Dear Doc | Is breast still the best?
Q Dear Doc, I know they say breast is best, but I want to stop my baby from breastfeeding now after six months of doing it, but I have tried everything and it is not working. She just cries non-stop and I feel so bad. I just give in and give her the breast again. I know she has to stop breastfeeding, but I feel like a wicked mother to be forcing her to stop.
Can you please help me?
A Your issue is shared with many mothers, and is not one to feel bad over. You are right. Breast milk is best for your baby, hence the term "breast is best". It is recommended that breastfeeding without any supplementation, (no added infant formula, water, or solid foods) should occur for the first six months after birth. Partial breastfeeding is then recommended until the infant is at least 12 months old, and for as long as a woman and her child chooses to continue after that.
You are not a wicked mother. Weaning can be a very emotional time for the mother and child and some women develop feelings of guilt. Although this is a normal reaction, you should feel proud of any breastfeeding you have done, knowing that you have provided a wonderful start to your child's health and well-being.
During the weaning process, your child may need more attention and cuddle time to take the place of nursing time. Being flexible and understanding will go far in the weaning process and make it a comfortable time for everyone involved.
However, women choose to stop breastfeeding (wean) at different times and for different reasons. Some babies wean quickly. Other babies can take months to wean.
When trying to wean, do not stop breastfeeding all at once. Instead, try to reduce your breastfeeding gradually. Instead, you can: drop one breastfeeding session every two to five days, shorten each breastfeeding session or increase the time between breastfeeding sessions.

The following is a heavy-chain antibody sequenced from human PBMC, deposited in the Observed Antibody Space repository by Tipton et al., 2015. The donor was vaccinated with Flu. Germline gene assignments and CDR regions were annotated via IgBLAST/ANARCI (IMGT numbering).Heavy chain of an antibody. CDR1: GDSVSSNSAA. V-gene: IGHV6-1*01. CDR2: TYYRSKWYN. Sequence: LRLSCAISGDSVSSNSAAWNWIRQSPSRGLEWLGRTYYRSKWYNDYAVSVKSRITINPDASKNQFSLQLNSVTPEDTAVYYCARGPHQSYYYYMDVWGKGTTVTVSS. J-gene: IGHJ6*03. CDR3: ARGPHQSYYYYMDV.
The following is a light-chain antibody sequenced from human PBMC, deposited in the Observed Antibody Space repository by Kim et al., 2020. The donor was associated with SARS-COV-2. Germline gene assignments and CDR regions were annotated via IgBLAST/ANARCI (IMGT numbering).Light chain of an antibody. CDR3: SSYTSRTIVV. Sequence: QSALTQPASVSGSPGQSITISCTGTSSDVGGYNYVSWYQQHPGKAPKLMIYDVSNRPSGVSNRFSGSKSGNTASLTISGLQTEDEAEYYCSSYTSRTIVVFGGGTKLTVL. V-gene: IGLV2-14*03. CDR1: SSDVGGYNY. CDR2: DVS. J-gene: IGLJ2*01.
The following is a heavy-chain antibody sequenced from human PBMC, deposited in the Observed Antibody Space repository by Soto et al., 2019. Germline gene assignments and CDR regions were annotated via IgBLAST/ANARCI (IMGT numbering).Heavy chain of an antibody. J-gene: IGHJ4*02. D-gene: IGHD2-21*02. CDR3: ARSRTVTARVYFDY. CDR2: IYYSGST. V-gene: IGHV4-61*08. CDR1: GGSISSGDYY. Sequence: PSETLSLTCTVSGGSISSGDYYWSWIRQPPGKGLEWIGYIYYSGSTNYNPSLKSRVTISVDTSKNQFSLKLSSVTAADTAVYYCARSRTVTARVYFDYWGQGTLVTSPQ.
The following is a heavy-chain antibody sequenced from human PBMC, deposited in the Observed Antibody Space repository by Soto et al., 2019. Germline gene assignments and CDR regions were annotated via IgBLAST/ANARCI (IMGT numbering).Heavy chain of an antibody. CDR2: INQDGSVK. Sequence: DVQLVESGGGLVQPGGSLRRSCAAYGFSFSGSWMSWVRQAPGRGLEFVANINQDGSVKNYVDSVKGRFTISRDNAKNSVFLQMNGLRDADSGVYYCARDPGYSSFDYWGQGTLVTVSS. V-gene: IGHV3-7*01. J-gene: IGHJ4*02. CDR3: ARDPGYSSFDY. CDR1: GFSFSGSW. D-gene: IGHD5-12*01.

You can also try to wean by stopping the daytime feedings first, and still breastfeed at night or before bedtime. The night or bedtime feedings are usually the last feedings to be stopped.
When weaning, you can give your baby a bottle or a cup. Most babies younger than six months old are weaned to a bottle. Most babies older than one year are weaned to a cup. Babies between the ages of 6 months and one year old can be weaned to either a bottle or a cup.
To help your baby's first bottle or cup feedings go smoothly, you can have someone else give your baby the bottle or cup, give the bottle or cup before your baby gets too hungry, put breast milk in the bottle or cup or use a cup with two handles and a snap-on lid (if you use a cup).
Dealing with a stifling snooze
Q Dear Doc, I need some help. My wife keeps complaining about my snoring. She says I sound like a truck, and that it is loud and very disturbing. I used to accuse her of trying to stifle me silent, so I left her to sleep in another room. But now I still jump up out of my sleep feeling like I'm choking. I am now too ashamed to confess it is still happening so I am asking you what could be causing this, and what I can do to help stop it.
A I am very happy to know you have now realised that your wife was not choking you. It would sound as though you may have sleep apnea and that is what is responsible for that stifling sensation.
Sleep apnea is a condition that makes you stop breathing for short periods while you are asleep. People with sleep apnea do not know that they stop breathing when they are sleeping, but they do sometimes wake up startled or gasping for breath. They also often hear complaints from loved ones that they snore.
In obstructive sleep apnea, you stop breathing because your throat narrows or closes. This is what I think is affecting you.
The main symptoms of sleep apnea are loud snoring, tiredness, and daytime sleepiness.
Other symptoms can include: restless sleep, waking up choking or gasping, morning headaches, dry mouth or sore throat, or waking up feeling unrested or groggy
Here are some things that might help:
- Try to avoid sleeping on your back.
- Lose weight, if you are overweight
- Avoid alcohol, because it can make sleep apnea worse
The most effective treatment for sleep apnea is a device that keeps your airway open while you sleep. This treatment is called "continuous positive airway pressure," or CPAP. People getting CPAP wear a face mask at night that keeps them breathing.
If you think you might have sleep apnea, see your doctor. It may also help to have your wife observe your sleep to help share what she notices with the doctor.
If your doctor confirms this diagnosis, he may recommend a CPAP machine.